Last week, former President Clinton announced that he would accept an invitation from the UN Secretary General, Ban Ki Moon, of South Korea, to become the SG’s personal envoy in Haiti. It is an appointment that will end in disaster.

I mention Ban Ki Moon’s nationality because I believe that the disaster that already exists in Haiti is the result of a culture clash which is entirely incomprehensible to most people outside the Western hemisphere and not easily understood by most people outside the international crime scene that has been created in Haiti.

Ground Zero for Modern Civilization

It is my contention that the modern world was born in Haiti.

When you understand that the modern rotary printing press is a direct descendant of mills made to grind sugar you may begin to get the drift of my argument. Since I am not a historian my arguments will not be subtle and nuanced. I am simply presenting a few crude facts which, however you interpret them, will I believe lead inexorably to the conclusion that modern ideas of liberty and freedom, modern capitalism and globalization of production and exchange, would have spent much longer in gestation had it not been for the black slaves of Haiti who abolished slavery and the slave trade. In the process they defeated the armies of the leading world powers of the eighteenth and nineteenth centuries, destroyed the French empire in the western hemisphere, doubled the size and power of the United States and incidentally promoted the European sugar beet industry and revolutionized European farming.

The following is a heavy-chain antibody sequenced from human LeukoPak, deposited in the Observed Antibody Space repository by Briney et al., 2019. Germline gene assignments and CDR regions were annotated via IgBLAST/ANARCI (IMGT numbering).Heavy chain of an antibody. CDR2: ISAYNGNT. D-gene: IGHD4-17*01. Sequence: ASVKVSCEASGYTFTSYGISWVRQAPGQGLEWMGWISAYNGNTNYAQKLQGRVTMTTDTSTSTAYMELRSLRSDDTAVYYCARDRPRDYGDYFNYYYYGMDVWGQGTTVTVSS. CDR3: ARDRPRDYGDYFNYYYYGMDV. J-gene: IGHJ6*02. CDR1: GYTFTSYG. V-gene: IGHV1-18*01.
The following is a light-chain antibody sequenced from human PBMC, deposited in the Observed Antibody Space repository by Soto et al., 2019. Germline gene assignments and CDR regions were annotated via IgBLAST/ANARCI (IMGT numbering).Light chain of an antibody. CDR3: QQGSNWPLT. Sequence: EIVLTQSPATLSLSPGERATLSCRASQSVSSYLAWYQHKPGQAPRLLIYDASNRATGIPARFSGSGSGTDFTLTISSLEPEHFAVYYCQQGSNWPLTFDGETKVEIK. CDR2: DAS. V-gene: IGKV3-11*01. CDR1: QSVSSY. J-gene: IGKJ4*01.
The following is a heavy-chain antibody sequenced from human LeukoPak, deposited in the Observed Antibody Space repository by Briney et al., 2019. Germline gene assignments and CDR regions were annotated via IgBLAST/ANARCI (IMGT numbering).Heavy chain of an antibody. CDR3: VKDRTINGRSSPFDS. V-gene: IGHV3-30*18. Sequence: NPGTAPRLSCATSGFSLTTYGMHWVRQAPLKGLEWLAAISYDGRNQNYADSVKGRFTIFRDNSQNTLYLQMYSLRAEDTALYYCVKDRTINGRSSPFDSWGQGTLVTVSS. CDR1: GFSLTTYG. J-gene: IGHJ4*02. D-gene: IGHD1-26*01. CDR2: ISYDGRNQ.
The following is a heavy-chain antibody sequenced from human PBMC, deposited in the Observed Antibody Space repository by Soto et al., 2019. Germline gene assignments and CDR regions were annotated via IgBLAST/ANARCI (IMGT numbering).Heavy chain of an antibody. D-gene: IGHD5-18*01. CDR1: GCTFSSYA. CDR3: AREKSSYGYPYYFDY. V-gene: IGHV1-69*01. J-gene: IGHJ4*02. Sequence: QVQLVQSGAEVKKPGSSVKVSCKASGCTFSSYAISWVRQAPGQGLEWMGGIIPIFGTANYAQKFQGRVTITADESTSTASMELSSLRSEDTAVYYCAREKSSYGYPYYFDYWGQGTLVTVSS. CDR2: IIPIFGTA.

Nowhere was freedom taken more seriously than by the Haitians.”

The problem with all this, as I have repeatedly pointed out, is that had the Haitians been ethnically European their achievements would now suffuse the world narrative; conversely, had Spartacus been black, he would long ago have faded into the mists of barbarian myth. occupation troops

The Haitians and all the other blacks of the Western hemisphere were uprooted from their native grounds, their civilizations laid waste, and they themselves transported to unknown lands in which they were forced to create unexampled riches and luxury for their rapists and despoilers.